Perry Mason: Season 4, Vol. 2
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Another sixties wonder was the space race. "The Case of the Misguided Missile" was shot extensively at Vandenberg Air Force Base, the Pacific missile launch site. Among the cast was William Schallert, later of the Patty Duke Show and the mayor in the Best Picture Oscar winning fim "In the Heat of the Night". Also in the cast of that episode was James B. Sikking, a Hill Street Blues regular.
However most times when Burger and Tragg are absent the courtroom drama lacks real sizzle. The replacement prosecutors are never haunted by Burger's horrendous won-loss record against Mason, and sort of plod along. Talman projects a hunger to win, and when he doesn't he is always gracious. These other prosecutors just disappear. In one episode, Mason with tongue firmly in cheek, tells Paul and Della that he was to rush to the courthouse because "Hamilton Burger is about to win a case."
As always the writers worked closely with Mason's creator Erle Stanley Gardner. They had to. Gardner had final approval of all scripts. And that is the reason this series remained true to Gardner's vision. After Gardner died in 1970, the series was revised as TV movies starring Raymond Burr. Not one of the TV movies approaches the quality of any episode in this box set. And that is all the reason in the world to add it to your DVD collection.
It was Gardner himself who picked Raymond Burr, even though the studio only agreed to let him test for Perry if he would test for Burger too! Barbara Hale was his pretty secretary, Della Street, who kept Perry human and was in love with him. William Hopper was the dapper detective, Paul Drake. He had a playful and flirtatious relationship with Della but every viewer knew that secretly her heart belonged to Perry. And we liked it that way.
William Talman as D.A. Hamilton Burger would almost be ready to gloat, Lt. Tragg (Ray Collins) not far behind, when Perry would spring his client by revealing the real killer on the witness stand. There has never been anything close to it in genre on television since. Its mix of drama, noir, and humor, and its truly likable central cast of characters, made for terrific viewing.
Season four was terrific. Releasing them in half seasons, the first half on volume one, the second on volume two now, is indeed an effective but annoying marketing scheme. I agree the price should be lowered, but at the same time agree that as entertainment, this is an incredible value. So, much like gasoline and food, you pay what you have to. Hopefully at some point, Amazon or Paramount will make an effort to still make a profit with a sure-fire hit, while giving fans a better purchase price.Read more ›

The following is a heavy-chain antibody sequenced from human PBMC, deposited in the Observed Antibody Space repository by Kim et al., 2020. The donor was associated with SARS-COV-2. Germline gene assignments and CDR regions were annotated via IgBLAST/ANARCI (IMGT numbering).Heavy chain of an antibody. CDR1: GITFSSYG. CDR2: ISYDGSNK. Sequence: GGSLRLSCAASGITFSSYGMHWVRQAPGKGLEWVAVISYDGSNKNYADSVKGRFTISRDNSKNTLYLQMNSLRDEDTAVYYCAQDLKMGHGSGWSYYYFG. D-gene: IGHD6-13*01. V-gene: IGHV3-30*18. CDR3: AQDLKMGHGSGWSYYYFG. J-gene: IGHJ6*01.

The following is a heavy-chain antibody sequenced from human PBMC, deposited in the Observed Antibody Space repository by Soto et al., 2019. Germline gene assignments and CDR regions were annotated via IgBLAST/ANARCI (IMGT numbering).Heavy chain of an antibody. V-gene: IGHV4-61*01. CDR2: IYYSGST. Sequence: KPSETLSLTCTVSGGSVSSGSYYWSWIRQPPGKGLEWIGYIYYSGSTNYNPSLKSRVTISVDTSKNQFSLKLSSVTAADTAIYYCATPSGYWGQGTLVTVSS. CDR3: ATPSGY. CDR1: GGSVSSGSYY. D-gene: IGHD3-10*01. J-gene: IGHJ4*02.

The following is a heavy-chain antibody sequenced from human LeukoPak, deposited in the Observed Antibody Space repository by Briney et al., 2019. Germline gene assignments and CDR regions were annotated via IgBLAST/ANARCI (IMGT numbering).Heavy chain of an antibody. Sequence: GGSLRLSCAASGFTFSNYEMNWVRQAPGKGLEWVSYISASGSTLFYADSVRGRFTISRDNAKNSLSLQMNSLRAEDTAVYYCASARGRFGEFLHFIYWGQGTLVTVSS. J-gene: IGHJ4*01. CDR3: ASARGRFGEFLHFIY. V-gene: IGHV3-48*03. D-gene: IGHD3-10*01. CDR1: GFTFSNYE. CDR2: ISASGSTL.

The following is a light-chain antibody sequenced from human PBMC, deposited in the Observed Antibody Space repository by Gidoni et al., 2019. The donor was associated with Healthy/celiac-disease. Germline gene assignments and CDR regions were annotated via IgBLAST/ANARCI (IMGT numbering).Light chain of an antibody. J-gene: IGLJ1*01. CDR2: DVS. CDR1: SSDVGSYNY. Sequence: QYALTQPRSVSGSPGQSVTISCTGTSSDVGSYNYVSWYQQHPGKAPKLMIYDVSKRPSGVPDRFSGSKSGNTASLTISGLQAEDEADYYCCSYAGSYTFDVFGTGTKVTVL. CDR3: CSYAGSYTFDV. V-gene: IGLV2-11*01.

These twelve TV films from 1961 are mostly stories based on the novels of Erle Stanley Gardner. The books are more complete and informative and tell stories about life that is not experienced by most people. The books can tell you why certain things are done, the films only show you what happened. The books tell you about "ropers", rough or smooth shadows, and how to evade surveillance and avoid leaving a back trail. Some may question the legality and ethics of Perry Mason's tactics but most stories were written before the modern legal rules of the 1960s. The backgrounds tell about life in Los Angeles. It is difficult to film a scene at night but easy to describe it in a book. Erle Stanley Gardner was the founder of the "Court of Last Resort" which sought to free many unjustly convicted persons. Gardner, among others, sought to use scientific means to find the guilty, rather than using hunches or guesses alone.
The seeming reality of these stories is due in part to characters who don't look like Hollywood actors. The theme music is typical for that era. Note the style of clothing and culture; ladies wore white gloves. People seldom lock their doors. The prices date these films. One advantage is seeing the many automobiles from the late 1950s. How many can you identify? Note the slimness of people, the smoking, and the familiarity with pistols. Watch how the actors express their emotions by their facial expressions. The camera sharpness and quality is excellent on these films.. There is nothing like these dramatic stories on today's broadcast TV. When was the last time you saw a trial lawyer as a hero? These stories often use the misinterpretation of circumstantial evidence to provide dramatic effects.Read more ›
Most Recent Customer Reviews
Perry Mason always has a good story that turns out differently than you expect. We never get tired of watching these cases.Published 3 months ago by Kathleen N. Partridge
I love courtroom dramas and you can do no better than the classic Perry Mason episodes!Published 4 months ago by Amazon Customer
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